President David Granger yesterday said that the recently-concluded Commission of Inquiry (CoI) into the alleged assassination plot against him has exposed serious deficiencies and weaknesses in the Guyana Police Force that have to be corrected.
According to a statement issued by the Ministry of the Presidency, Granger made it clear that the CoI was not meant to be a witch-hunt, but said that work has to be done to ensure that the police force is more professional and efficient in the execution of its duties and responsibilities.
He added that its findings point to some critical areas, which will need to be addressed as part of security sector reform.
“[The Commission] made some very strong recommendations. Even persons who have been following the day-to-day reports would have realised that there has been a significant lapse in professionalism at the high levels of the Guyana Police Force, so these are matters of concern. It has brought to light some serious deficiencies and I am very confident that the work that [British security advisor] Mr. Russell Combe is doing will point to ways in which we can correct the deficiencies. The important thing is to ensure that we get information so that we can correct fault. It is not a witch-hunt. We are trying to make the law enforcement agencies more efficient,” Granger was quoted as saying on the sidelines of the launch of the Region Four administration’s Regional Agricultural and Commercial Exhibition at the Ramada Georgetown Princess Hotel.
Combe is an advisor to President Granger as part of the United Kingdom’s US$4.7B Security Sector Reform Action Plan.
On Thursday, State Minister Joseph Harmon told a post-Cabinet press conference that the CoI had made recommendations that point to needed reform of the police force. “It certainly points to the need for some amount of reform. I would just wish to alert to that fact and not go too deeply into the other recommendations…,” he said, before adding that he could not provide much detail about the contents of the final report as it still has to be reviewed by Cabinet.
Harmon said he did not wish to get into details but added that the report points to certain areas which require reform and which will be the subject of some input by Combe.
The report was handed over at State House on August 31 by retired Assistant Commissioner of Police Paul Slowe, who conducted the inquiry. His terms of reference included investigating and reviewing the full range of the actions and responses of the police force to the reports of the alleged plot and the extent to which such actions were conducted or executed with due diligence.
Slowe was also asked to determine whether any person, and, in particular, officers of the force, had information before and after the reports were made of the alleged assassination plot and whether that information was communicated to any superior authority; and report on what official action was taken on information received and if there was due diligence by police officers in the investigation.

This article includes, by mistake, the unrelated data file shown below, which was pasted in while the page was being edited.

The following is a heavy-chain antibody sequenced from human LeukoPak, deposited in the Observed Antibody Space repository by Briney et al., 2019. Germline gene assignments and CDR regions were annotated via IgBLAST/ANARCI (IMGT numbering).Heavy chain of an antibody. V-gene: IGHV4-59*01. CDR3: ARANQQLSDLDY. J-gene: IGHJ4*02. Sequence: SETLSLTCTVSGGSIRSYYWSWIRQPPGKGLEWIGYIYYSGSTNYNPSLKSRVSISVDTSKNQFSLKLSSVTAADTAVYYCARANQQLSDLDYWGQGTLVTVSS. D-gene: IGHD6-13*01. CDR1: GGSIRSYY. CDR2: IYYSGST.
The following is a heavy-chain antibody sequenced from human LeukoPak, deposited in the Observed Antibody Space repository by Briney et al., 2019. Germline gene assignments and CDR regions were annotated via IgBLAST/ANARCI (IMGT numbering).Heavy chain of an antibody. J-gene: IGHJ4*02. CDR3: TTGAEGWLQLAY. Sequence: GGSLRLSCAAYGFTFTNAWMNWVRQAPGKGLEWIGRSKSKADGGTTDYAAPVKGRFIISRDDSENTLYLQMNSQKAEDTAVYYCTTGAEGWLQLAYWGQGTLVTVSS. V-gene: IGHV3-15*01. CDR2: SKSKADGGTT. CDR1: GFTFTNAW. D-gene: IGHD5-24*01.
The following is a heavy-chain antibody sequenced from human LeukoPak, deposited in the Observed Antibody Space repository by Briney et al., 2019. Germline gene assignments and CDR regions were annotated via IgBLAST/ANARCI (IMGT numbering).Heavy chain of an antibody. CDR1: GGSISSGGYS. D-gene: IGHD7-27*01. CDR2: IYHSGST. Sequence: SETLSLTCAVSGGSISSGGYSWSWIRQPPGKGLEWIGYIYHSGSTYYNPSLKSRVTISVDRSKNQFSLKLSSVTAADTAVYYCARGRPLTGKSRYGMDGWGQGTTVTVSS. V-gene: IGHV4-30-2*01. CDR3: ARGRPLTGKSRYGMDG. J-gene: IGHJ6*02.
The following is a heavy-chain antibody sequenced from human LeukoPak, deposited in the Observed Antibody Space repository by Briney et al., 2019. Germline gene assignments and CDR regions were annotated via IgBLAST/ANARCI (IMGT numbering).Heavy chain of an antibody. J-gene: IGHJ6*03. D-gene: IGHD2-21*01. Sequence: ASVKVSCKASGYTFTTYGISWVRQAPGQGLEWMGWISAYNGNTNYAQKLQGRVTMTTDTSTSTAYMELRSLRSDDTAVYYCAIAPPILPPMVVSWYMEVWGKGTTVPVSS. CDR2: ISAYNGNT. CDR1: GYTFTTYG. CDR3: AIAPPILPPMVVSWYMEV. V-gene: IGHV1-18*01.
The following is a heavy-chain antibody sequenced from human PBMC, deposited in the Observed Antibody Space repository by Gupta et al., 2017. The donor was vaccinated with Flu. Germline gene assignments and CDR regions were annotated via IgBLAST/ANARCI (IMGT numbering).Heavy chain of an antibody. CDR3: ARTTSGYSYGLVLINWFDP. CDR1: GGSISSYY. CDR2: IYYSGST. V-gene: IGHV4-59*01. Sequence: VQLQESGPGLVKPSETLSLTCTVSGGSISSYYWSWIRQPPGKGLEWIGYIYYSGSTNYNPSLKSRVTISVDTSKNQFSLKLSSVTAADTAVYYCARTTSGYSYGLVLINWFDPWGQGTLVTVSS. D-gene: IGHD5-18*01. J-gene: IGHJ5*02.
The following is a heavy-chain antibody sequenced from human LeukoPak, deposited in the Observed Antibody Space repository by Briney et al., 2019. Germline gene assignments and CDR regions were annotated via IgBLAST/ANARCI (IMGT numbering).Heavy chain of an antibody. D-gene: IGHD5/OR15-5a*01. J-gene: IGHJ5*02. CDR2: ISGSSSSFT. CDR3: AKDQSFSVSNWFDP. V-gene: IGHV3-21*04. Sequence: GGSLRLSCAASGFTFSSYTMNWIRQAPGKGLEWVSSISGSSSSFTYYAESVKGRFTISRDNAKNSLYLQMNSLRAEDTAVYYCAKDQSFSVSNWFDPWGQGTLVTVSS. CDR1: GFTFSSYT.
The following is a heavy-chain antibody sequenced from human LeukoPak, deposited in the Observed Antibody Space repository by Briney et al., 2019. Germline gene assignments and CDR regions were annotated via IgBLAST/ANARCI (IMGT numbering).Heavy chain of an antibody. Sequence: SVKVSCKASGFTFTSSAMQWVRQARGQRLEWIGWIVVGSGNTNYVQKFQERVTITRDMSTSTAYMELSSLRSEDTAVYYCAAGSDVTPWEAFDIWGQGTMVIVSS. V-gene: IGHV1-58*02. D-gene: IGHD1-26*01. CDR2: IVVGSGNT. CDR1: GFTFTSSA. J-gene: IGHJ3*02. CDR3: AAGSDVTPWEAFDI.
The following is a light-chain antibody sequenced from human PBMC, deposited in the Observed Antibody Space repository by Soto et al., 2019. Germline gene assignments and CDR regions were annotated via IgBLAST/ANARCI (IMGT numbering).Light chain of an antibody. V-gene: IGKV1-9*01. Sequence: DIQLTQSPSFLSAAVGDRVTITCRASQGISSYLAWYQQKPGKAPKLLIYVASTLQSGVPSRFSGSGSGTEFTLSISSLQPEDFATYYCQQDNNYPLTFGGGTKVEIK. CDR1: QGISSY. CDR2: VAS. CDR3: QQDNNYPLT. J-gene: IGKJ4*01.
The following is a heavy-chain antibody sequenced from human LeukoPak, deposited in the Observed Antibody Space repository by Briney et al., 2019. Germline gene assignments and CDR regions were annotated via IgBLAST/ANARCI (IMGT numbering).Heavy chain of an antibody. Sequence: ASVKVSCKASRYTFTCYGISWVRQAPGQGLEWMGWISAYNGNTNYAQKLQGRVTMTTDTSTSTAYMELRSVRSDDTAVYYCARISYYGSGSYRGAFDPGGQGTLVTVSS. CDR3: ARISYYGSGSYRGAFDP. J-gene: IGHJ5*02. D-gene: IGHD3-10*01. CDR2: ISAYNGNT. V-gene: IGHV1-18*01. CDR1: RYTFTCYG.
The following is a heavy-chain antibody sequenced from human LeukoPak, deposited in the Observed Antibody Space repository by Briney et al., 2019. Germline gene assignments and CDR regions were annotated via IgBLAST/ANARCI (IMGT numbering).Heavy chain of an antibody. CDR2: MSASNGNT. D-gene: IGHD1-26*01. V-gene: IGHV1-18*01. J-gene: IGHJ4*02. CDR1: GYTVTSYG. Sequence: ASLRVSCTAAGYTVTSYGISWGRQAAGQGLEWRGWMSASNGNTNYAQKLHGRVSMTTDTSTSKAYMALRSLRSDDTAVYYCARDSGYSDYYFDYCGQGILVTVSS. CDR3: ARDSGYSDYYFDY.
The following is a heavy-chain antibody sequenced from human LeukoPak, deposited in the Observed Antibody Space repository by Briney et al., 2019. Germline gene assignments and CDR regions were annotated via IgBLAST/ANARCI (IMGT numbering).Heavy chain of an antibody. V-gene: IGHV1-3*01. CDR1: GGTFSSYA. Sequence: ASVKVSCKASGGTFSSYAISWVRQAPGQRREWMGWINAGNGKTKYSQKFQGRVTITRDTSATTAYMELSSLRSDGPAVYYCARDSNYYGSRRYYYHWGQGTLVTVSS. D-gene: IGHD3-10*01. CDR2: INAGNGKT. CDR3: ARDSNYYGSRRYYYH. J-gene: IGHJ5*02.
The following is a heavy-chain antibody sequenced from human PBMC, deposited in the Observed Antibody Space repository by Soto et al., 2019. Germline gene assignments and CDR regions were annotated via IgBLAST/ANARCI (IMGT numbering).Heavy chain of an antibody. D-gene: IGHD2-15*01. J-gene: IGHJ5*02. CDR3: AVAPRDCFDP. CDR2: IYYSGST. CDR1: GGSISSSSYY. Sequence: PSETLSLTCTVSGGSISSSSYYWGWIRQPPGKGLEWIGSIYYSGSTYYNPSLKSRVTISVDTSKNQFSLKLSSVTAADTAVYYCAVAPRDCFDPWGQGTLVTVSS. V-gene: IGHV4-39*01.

Another part of his mandate was reviewing all actions taken by the force and examining whether there was “failure, neglect or omission to thoroughly and properly investigate” and determine whether this was intentional. He was to also determine the “blameworthiness for failure or neglect of officers or persons involved in the investigation” and recommend action to be taken against anyone found culpable, as well as to recommend steps that can be taken to prevent a recurrence.
Slowe was also tasked with identifying systemic issues, if any, with the force’s competence to investigate matters of such a nature.
Meanwhile, Harmon also said that during a recent visit to Lethem two weeks ago, Granger announced a sweeping policy related to the security of Guyana’s borders. He said that some of the issues raised in the Slowe report were mentioned during that visit. “That has to do with…the way in which the police force is organised nationally to deal with the crime situation and the security of our borders. At that forum, the president alerted to the fact that we needed to look at how the police force is structured, how the divisional lines were drawn…and the fact that the divisions’ boundaries should reflect the actual situation with respect to our administrative regions so that the policing functions, the ranks that are posted in these areas, the seniority of those persons, can be a reflection of the reality which takes place on the ground,” he said.
He pointed out that regions 7, 8 and 9 fall within one division. “These are huge areas of not only land but human activity and so what we are looking at is to basically have a change of that where a senior police rank can be responsible for a smaller area,” he said, while noting that this will allow for more effective policing of those huge regions. He said that the current structure was put in place more than 100 years ago, when the police force was first established. He said that since then, the demographics of the country have changed as well as the way in which public life is conducted. “So we believe it is important enough now to address that issue,” he added.